When I hear the sound, ‘pfftt,’ my ears prick up. It is mechanical but not from a machine. It is something organic and alive. And it is quite close.
I leave my sitting position, stand on the rocks, and shield my eyes. Scanning the flat fjord I look and look until I am eventually rewarded, catching sight of the gleaming black curves of porpoises breaking the surface momentarily, one after the other, calm and quiet with the ‘pfftt’ of their exhaled breaths.
All of a sudden it is both spring and summer at the same time. This long-awaited sunshine makes the plant life burst into bloom after the drawn-out winter and makes the human life sweat and melt in the heat. Distant waterfalls are urgently heaving huge volumes of melted snow into the fjord, creating a quiet roar like that of a far-off motorway. Colour sweeps the view: buds and leaves, cherry blossom, flowers, blue sky, brightly painted tractors. The fjord changes colour before my eyes, as the warm weather makes the algae multiply and turn the water a milky teal. The air smells sweet and fresh.
When I have mentioned swimming to local people I have been met with a wide-eyed look of shock. It’s still far too cold to swim, they tell me.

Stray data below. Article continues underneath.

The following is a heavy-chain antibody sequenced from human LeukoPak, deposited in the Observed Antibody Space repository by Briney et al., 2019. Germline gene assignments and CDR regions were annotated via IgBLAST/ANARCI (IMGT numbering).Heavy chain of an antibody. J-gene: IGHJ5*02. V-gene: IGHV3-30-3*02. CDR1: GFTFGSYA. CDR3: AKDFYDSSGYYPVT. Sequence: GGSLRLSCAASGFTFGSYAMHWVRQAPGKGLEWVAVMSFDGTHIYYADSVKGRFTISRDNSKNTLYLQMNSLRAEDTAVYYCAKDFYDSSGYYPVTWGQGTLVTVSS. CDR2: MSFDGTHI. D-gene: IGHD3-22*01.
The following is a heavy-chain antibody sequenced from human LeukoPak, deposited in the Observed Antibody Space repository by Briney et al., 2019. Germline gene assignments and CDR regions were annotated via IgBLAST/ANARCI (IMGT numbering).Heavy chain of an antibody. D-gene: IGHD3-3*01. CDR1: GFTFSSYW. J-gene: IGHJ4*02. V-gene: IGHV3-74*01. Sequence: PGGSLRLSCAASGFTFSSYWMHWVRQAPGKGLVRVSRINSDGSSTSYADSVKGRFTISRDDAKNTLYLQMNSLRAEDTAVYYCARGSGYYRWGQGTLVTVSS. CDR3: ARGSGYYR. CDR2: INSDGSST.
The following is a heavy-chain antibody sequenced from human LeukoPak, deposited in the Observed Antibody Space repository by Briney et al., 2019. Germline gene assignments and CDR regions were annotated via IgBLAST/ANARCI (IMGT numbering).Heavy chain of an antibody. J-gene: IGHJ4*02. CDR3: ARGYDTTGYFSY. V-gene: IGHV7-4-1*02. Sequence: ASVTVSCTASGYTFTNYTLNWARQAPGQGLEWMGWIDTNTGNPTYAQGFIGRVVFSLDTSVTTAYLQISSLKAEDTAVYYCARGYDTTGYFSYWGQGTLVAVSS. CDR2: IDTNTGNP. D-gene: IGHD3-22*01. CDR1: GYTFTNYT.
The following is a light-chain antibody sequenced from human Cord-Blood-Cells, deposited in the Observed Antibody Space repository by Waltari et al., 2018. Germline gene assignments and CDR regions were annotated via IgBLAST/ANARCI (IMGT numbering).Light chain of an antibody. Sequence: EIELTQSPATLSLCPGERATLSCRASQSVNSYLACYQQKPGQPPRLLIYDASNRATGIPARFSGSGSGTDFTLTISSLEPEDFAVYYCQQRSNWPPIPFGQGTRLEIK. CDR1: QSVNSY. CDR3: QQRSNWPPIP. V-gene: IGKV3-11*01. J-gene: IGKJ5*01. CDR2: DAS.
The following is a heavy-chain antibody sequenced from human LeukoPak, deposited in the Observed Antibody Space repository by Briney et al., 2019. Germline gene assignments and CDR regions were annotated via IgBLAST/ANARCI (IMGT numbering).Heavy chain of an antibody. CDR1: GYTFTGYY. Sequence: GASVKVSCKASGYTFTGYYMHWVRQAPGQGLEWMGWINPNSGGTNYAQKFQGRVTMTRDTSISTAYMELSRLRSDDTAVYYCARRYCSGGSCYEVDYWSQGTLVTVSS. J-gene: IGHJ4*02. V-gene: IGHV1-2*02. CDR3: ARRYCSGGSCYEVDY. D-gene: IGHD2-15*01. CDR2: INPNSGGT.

But finally, the opportunity presents itself, and I am not able to turn it down. We are on a little boat in the middle of the fjord, fishing for our supper. The sun is rapidly drifting behind the mountain. If I want to swim with the comforting warmth of the sun, then I must act fast.
In I go. It is not so cold at all. In fact I am grateful for the pessimistic warnings given to me about the low temperature because I was expecting it to be a lot worse than this. Nonetheless, my breath is taken away for a moment, but it is exhilarating and my body is soon making its own heat. It is so satisfying to be in the water after all this time thinking about it: to at last view the land with my eyes at the level of the smooth ripples; to be fully immersed in this body of water along with the seaweed, jellyfish, porpoise and the rest of the wealth of wildlife under the surface; to float and then propel myself forward.
After several minutes I haul myself out. I feel as if I could take on the world.